For a new venture, the first of four installments of the Sitka/L.A. Festival of Chamber Music in the Japan America Theatre Thursday night left the impression of efficient organization, distinguished sponsorship and high professional standards.
The organization can be attributed to Yukiko Kamei, the artistic director, the sponsorship to the Chamber Music Society of Los Angeles and affiliated groups, the invigorating performances to a uniformly able group of musicians, many of whom had at one time or another studied with Gregor Piatigorsky and Jascha Heifetz. The series is intended to honor the memory of Piatigorsky and the 85th birthday of Heifetz.
An idea of what can be expected of the festival was immediately demonstrated by a string quartet consisting of Kamei and Ik-Hwan Bae, violins; Milton Thomas, viola, and Jeffrey Solow, cello. They played the Quartet in G, Opus 3, No. 3, attributed to Haydn, but which may have been written by a Bavarian monk named Roman Hofstetter. In any case, the music seethes and froths with high spirits, and it was played with sharply attuned ensemble and crisp rhythms.
The name of the Alsatian-born Charles Martin Loeffler once loomed large as an important American composer; today, both his name and his music are forgotten. The resurrection of Loeffler's two Rhapsodies for oboe, viola and piano, however, was more than a pious act of charity. The music has melodic and harmonic character, it creates and sustains specific moods, and, as warmly played by Allan Vogel (oboe), Thomas (viola) and Doris Stevenson (piano), it was rewarding for both performers and listeners.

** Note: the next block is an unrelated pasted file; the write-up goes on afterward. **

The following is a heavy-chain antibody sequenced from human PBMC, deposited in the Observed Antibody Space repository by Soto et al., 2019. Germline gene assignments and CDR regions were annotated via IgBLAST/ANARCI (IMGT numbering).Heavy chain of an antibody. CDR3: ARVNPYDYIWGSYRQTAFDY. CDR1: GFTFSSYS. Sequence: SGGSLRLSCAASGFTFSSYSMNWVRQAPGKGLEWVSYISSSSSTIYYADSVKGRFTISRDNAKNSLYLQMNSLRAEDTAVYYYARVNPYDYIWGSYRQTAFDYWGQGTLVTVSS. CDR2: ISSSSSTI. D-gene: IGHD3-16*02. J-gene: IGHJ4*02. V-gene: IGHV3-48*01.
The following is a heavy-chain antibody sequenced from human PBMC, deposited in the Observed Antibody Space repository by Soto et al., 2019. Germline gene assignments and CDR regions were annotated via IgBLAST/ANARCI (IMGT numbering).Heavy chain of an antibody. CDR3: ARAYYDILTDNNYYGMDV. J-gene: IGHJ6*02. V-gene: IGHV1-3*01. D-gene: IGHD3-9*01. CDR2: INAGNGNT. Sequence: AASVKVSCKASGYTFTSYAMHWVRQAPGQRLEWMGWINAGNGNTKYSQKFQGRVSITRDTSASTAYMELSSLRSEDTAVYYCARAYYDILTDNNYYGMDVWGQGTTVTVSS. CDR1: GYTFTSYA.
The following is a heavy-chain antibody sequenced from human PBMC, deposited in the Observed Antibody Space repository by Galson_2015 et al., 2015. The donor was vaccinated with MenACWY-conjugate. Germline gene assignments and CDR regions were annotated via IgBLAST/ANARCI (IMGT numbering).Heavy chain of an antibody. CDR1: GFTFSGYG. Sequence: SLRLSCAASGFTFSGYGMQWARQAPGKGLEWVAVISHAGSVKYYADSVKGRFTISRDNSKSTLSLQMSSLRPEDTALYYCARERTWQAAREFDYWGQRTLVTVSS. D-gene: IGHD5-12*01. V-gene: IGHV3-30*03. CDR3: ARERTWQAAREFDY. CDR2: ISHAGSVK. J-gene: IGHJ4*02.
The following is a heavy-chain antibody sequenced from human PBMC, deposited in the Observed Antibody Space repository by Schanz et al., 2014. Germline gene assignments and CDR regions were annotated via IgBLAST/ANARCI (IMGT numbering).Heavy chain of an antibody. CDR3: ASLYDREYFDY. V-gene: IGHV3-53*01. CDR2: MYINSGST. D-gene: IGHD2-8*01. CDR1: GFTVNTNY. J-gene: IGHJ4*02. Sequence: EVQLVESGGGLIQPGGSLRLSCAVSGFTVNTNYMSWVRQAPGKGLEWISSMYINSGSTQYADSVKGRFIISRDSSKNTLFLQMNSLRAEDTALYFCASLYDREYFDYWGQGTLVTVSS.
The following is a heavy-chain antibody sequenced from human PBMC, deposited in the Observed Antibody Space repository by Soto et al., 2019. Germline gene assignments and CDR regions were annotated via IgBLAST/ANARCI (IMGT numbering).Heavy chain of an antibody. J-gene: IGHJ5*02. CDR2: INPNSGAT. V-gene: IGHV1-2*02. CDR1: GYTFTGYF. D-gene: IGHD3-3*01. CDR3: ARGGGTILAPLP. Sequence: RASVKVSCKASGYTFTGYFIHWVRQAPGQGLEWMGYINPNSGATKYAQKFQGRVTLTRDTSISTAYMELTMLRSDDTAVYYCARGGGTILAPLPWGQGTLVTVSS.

The novelty of the occasion, Paul Chihara's "Ceremony 1," brought on stage enough percussion instruments to open a well-stocked store, in addition to two cellos, oboe and double bass. This odd instrumentation, however, was not employed for gaudy ends but to create subtly designed textures and touches of color more on the order of background material than aggressively intended concert music.
The busy percussionist was David Johnson, Buell Neidlinger played the contrabass, Vogel the oboe, and the competing cellists were Solow and Nathaniel Rosen.
An exuberant version of Schumann's great Piano Quintet in E-flat, Opus 44, brought the large audience to its feet with well-earned cheers for Stevenson, Bae, Kamei, Thomas and Rosen.